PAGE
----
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Aisle Lord

Genre: RPG Developer: Wolf Team Publisher: Wolf Team Players: 1 Released: 1992

The release of the Sega CD was supposed to unleash a new era of gaming for Genesis owners. Tons of storage, CD-quality audio and all the animated and video cut scenes one could ever want were major selling points. I was already a big fan of the TurboGrafx-16 CD-ROM and had fallen in love with Exile, Ys, and Dragon’s Curse. After seeing images of all the upcoming Sega CD RPGs in magazines like Electronic Gaming Monthly, a Sega CD purchase seemed to be a lock for me.

As time wore on, however, I became increasingly frustrated. So many of those great-looking RPGs never left Japan, and we were instead fed a steady diet of full-motion video titles and Genesis ports with CD audio. Still, I never forgot games like Aisle Lord, Death Bringer, Arcus I,II, II; and Shadowrun. Years later, I was finally able to experience them, and some, like the Arcus games, were everything I had imagined. Others, such as Aisle Lord, were bittersweet, like a banana that’s just started to go bad. It still has some good parts, but you were really looking forward to enjoying the whole thing.

Aisle Lord, crafted by the amazing Wolf Team, initially sparked intrigue with its pre-title animated sequence, reminiscent of a forgotten OVA and just the thing I wanted from my Sega CD games. The expressive scenes, brimming with character introductions and voice cast credits, coupled with Haruhiko Mikimoto’s (Gunbuster, Macross) distinctive artwork, set a promising tone. However, as the game unfolded, it became evident that Aisle Lord’s innovative approach was overshadowed by fundamental design flaws.

One commendable aspect was the point-and-click interface reminiscent of Wolf Team’s computer roots, but the execution faltered with a cursor system that felt clunky and counterintuitive. The absence of a context-sensitive action button led to frustrating interactions, undermining the interface’s effectiveness. Why did I have to point and click when in town but get to use the D-pad in dungeons? Why not simply pick one mechanic and stick with it? It wouldn’t have been so bad if the point-and-click interface was smooth, but using the controller made it slow and frustrating. I couldn’t help but think of Shining in the Darkness, which went out of its way to make navigation easy and intuitive. I didn’t expect that level of care, but Aisle Lord could at least have met me halfway.

Additionally, environments had little variety to their looks, and the lack of navigational aids when wandering the environments turned exploration into a laborious and disorienting experience. That’s right. There was no compass or navigational aids of any kind except for a weak map spell later on that doesn’t reveal enough to be relevant. Normally, old school gamers wouldn’t fret and would just reach for a pencil and some graph paper, but the absence of distinguishing features within dungeons rendered map-making futile, exacerbating the sense of aimless wandering. It was like Wolf Team had originally designed Aisle Lord with the perspective of a first-person dungeon crawler, but then added a tiny figure in the middle of the screen near the end of development. The result was that each area looked huge and empty, and they were a major pain to navigate.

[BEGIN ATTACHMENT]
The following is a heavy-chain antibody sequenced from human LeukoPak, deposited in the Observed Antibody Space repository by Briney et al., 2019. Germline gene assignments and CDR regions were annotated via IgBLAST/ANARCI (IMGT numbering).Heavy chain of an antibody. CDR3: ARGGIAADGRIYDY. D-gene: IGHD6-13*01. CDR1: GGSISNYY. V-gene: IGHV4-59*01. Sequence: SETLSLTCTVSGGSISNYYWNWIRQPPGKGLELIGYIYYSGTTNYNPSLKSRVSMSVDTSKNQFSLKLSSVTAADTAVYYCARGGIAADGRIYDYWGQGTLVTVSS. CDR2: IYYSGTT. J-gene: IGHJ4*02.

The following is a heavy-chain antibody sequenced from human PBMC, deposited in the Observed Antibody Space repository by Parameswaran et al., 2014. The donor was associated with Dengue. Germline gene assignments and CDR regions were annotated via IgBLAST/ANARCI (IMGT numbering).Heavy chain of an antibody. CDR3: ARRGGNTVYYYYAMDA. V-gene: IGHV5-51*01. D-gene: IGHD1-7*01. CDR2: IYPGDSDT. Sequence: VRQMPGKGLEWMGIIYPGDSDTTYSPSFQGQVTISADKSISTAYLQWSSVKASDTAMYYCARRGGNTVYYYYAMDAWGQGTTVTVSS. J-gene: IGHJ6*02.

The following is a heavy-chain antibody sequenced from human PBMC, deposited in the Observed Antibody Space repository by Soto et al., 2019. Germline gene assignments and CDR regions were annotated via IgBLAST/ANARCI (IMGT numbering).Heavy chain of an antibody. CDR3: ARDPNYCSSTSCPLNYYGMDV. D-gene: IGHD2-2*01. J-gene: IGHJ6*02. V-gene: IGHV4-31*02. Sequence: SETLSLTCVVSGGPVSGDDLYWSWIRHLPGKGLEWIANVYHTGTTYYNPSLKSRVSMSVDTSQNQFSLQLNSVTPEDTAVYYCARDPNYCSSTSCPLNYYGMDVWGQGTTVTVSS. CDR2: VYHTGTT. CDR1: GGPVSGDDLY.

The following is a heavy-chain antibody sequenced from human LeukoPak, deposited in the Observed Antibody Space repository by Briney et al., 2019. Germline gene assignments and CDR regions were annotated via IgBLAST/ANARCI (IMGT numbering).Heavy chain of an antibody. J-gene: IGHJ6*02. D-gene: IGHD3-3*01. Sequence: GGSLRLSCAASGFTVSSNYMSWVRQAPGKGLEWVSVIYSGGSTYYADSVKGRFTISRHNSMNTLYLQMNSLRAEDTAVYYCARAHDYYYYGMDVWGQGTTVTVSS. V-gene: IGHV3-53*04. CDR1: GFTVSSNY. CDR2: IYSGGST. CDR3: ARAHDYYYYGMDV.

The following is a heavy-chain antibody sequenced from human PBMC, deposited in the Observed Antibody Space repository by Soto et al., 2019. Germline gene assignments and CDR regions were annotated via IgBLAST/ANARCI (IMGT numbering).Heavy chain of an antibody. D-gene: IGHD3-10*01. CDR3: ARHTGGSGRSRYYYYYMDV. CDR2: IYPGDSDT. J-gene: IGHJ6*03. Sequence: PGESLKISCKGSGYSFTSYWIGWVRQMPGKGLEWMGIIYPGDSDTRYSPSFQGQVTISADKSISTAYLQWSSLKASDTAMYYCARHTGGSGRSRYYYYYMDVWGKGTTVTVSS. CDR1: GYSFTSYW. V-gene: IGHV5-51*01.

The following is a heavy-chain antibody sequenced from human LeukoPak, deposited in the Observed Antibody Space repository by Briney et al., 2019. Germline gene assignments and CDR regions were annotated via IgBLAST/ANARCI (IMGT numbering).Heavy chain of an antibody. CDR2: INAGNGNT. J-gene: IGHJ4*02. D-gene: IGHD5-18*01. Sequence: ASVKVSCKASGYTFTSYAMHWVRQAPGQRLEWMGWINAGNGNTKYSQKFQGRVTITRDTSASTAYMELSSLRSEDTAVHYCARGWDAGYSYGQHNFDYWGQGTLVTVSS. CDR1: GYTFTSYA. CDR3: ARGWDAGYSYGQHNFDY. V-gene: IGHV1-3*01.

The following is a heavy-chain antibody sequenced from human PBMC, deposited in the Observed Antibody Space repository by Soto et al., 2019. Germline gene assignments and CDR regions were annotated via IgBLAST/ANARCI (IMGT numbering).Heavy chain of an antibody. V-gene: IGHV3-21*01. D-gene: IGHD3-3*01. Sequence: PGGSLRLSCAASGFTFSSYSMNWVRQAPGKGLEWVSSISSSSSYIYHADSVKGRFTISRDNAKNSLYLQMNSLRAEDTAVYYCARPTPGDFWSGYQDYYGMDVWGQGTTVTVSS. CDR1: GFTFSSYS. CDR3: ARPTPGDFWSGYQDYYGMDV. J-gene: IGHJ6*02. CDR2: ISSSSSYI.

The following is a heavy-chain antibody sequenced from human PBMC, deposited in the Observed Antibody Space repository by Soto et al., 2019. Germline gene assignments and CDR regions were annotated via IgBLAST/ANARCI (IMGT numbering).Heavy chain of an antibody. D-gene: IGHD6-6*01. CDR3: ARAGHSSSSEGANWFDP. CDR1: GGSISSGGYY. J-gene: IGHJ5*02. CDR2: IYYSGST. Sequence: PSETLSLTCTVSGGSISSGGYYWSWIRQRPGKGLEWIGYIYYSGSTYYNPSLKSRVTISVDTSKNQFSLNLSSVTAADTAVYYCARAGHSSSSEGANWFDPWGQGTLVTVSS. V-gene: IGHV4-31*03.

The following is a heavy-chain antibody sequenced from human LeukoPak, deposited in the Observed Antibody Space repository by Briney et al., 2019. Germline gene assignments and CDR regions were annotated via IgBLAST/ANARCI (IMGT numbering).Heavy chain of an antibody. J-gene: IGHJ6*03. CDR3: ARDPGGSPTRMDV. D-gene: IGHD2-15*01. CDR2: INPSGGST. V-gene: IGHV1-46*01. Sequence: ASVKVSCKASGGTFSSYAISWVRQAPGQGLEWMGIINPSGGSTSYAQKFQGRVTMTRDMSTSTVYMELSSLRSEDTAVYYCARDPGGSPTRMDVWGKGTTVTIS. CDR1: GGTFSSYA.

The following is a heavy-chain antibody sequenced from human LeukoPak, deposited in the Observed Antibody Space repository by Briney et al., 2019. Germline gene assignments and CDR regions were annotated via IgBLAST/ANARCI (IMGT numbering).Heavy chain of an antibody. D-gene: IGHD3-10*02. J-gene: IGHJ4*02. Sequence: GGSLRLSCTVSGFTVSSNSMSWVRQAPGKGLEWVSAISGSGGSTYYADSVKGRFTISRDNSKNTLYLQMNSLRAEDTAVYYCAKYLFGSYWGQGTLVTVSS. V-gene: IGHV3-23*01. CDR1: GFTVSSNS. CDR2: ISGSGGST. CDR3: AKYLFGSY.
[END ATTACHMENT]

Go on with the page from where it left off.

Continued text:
Even the combat encounters, while offering a grid-based system, couldn’t redeem the gameplay. The pseudo-real-time battles had some tension to them, but their strategic depth was hindered by cumbersome mechanics and lackluster execution. Enemies all moved around the grid simultaneously, and once you chose your action, you sat back and watched everyone go. There were glimpses of potential, particularly in how battles handled enemies positioned farther away or flying, but they couldn’t make combat exciting. Again, I was reminded of another 16-bit RPG, Might & Magic II on Genesis, which had battles that were just as dull and tedious.

Playing Aisle Lord, one got the impression that it wanted to be several games at once, but none of it every really worked, and comparisons to contemporaneous Sega CD titles make Aisle Lord’s failings all the more evident. While Wolf Team attempted to innovate within the dungeon-crawling RPG genre, the game ultimately fell short of its more notable predecessors. Even earlier, and admittedly, weaker titles, like Wakusei Woodstock: Funky Horror Band, with its rudimentary visuals, offered more comprehensive navigational aids and player guidance. The lack of such basic features in Aisle Lord was a glaring oversight that diminished the overall experience.

I know that sounds overly negative, but the experience wasn’t all bad. The visuals were crisp and colorful, and there was a variety of environments to explore. The story, from what I could gather of it, seemed deep enough, and the characters had their charm. Furthermore, there was plenty of voice acting and lots of animated cut scenes, a big attraction back in 1992. The problem was that while Aisle Lord did a decent job of creating a believable game world, it just didn’t make it that much fun to be in.

In conclusion, while Aisle Lord showed moments of creativity and ambition, its execution ultimately left much to be desired. The game’s innovative approach to interface design and combat mechanics was marred by fundamental flaws in navigation and gameplay depth. In a landscape populated by superior titles, Aisle Lord struggled to distinguish itself, failing to capitalize on its potential and leaving players a bit disillusioned. It was a rare misstep by the usually solid Wolf Team.

SCORE: 6 out of 10

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